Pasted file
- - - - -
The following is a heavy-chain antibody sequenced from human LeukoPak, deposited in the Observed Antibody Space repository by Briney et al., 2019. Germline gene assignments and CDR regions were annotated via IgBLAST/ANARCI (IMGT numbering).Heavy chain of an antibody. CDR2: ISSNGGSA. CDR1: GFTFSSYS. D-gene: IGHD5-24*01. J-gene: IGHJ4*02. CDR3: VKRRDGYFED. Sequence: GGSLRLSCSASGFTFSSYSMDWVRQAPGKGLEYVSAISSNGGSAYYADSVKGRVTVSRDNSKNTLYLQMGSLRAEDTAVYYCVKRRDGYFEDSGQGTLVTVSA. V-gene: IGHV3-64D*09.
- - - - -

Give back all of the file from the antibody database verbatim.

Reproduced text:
The following is a heavy-chain antibody sequenced from human LeukoPak, deposited in the Observed Antibody Space repository by Briney et al., 2019. Germline gene assignments and CDR regions were annotated via IgBLAST/ANARCI (IMGT numbering).Heavy chain of an antibody. CDR2: ISSNGGSA. CDR1: GFTFSSYS. D-gene: IGHD5-24*01. J-gene: IGHJ4*02. CDR3: VKRRDGYFED. Sequence: GGSLRLSCSASGFTFSSYSMDWVRQAPGKGLEYVSAISSNGGSAYYADSVKGRVTVSRDNSKNTLYLQMGSLRAEDTAVYYCVKRRDGYFEDSGQGTLVTVSA. V-gene: IGHV3-64D*09.